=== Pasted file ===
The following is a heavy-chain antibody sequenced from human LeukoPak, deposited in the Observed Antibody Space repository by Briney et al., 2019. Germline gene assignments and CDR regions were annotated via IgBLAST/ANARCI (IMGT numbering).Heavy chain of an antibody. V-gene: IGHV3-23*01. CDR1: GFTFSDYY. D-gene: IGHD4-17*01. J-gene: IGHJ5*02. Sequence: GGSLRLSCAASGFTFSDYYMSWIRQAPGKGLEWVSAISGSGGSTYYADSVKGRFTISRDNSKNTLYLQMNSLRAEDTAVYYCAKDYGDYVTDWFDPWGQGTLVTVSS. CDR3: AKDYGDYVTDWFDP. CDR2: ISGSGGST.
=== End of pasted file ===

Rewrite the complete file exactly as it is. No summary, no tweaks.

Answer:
The following is a heavy-chain antibody sequenced from human LeukoPak, deposited in the Observed Antibody Space repository by Briney et al., 2019. Germline gene assignments and CDR regions were annotated via IgBLAST/ANARCI (IMGT numbering).Heavy chain of an antibody. V-gene: IGHV3-23*01. CDR1: GFTFSDYY. D-gene: IGHD4-17*01. J-gene: IGHJ5*02. Sequence: GGSLRLSCAASGFTFSDYYMSWIRQAPGKGLEWVSAISGSGGSTYYADSVKGRFTISRDNSKNTLYLQMNSLRAEDTAVYYCAKDYGDYVTDWFDPWGQGTLVTVSS. CDR3: AKDYGDYVTDWFDP. CDR2: ISGSGGST.